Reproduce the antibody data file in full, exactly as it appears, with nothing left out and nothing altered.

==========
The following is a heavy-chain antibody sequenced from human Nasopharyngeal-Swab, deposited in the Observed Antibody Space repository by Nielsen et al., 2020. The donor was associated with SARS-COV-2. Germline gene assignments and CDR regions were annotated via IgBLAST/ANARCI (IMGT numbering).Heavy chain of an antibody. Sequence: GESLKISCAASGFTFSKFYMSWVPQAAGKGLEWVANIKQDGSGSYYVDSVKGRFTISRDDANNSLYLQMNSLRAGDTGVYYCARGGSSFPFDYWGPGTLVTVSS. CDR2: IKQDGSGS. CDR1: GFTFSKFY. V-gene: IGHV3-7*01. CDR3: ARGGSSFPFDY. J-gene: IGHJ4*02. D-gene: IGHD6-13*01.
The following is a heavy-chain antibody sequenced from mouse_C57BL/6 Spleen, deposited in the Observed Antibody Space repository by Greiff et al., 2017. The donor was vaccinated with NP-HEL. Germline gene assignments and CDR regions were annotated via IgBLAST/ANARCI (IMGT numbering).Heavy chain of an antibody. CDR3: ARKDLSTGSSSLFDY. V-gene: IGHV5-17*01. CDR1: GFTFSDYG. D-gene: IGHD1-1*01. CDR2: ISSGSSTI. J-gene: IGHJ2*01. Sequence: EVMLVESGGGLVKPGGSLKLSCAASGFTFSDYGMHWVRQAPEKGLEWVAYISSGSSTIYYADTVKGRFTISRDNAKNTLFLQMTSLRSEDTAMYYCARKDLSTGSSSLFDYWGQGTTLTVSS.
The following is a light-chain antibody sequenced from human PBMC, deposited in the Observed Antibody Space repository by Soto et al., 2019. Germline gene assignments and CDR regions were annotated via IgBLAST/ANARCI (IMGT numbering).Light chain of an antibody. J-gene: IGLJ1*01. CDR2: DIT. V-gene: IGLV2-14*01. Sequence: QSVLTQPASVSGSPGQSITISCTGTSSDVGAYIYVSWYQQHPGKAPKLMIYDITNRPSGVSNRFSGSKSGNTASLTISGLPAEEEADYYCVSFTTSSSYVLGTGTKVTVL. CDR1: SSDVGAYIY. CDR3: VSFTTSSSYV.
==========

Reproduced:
The following is a heavy-chain antibody sequenced from human Nasopharyngeal-Swab, deposited in the Observed Antibody Space repository by Nielsen et al., 2020. The donor was associated with SARS-COV-2. Germline gene assignments and CDR regions were annotated via IgBLAST/ANARCI (IMGT numbering).Heavy chain of an antibody. Sequence: GESLKISCAASGFTFSKFYMSWVPQAAGKGLEWVANIKQDGSGSYYVDSVKGRFTISRDDANNSLYLQMNSLRAGDTGVYYCARGGSSFPFDYWGPGTLVTVSS. CDR2: IKQDGSGS. CDR1: GFTFSKFY. V-gene: IGHV3-7*01. CDR3: ARGGSSFPFDY. J-gene: IGHJ4*02. D-gene: IGHD6-13*01.
The following is a heavy-chain antibody sequenced from mouse_C57BL/6 Spleen, deposited in the Observed Antibody Space repository by Greiff et al., 2017. The donor was vaccinated with NP-HEL. Germline gene assignments and CDR regions were annotated via IgBLAST/ANARCI (IMGT numbering).Heavy chain of an antibody. CDR3: ARKDLSTGSSSLFDY. V-gene: IGHV5-17*01. CDR1: GFTFSDYG. D-gene: IGHD1-1*01. CDR2: ISSGSSTI. J-gene: IGHJ2*01. Sequence: EVMLVESGGGLVKPGGSLKLSCAASGFTFSDYGMHWVRQAPEKGLEWVAYISSGSSTIYYADTVKGRFTISRDNAKNTLFLQMTSLRSEDTAMYYCARKDLSTGSSSLFDYWGQGTTLTVSS.
The following is a light-chain antibody sequenced from human PBMC, deposited in the Observed Antibody Space repository by Soto et al., 2019. Germline gene assignments and CDR regions were annotated via IgBLAST/ANARCI (IMGT numbering).Light chain of an antibody. J-gene: IGLJ1*01. CDR2: DIT. V-gene: IGLV2-14*01. Sequence: QSVLTQPASVSGSPGQSITISCTGTSSDVGAYIYVSWYQQHPGKAPKLMIYDITNRPSGVSNRFSGSKSGNTASLTISGLPAEEEADYYCVSFTTSSSYVLGTGTKVTVL. CDR1: SSDVGAYIY. CDR3: VSFTTSSSYV.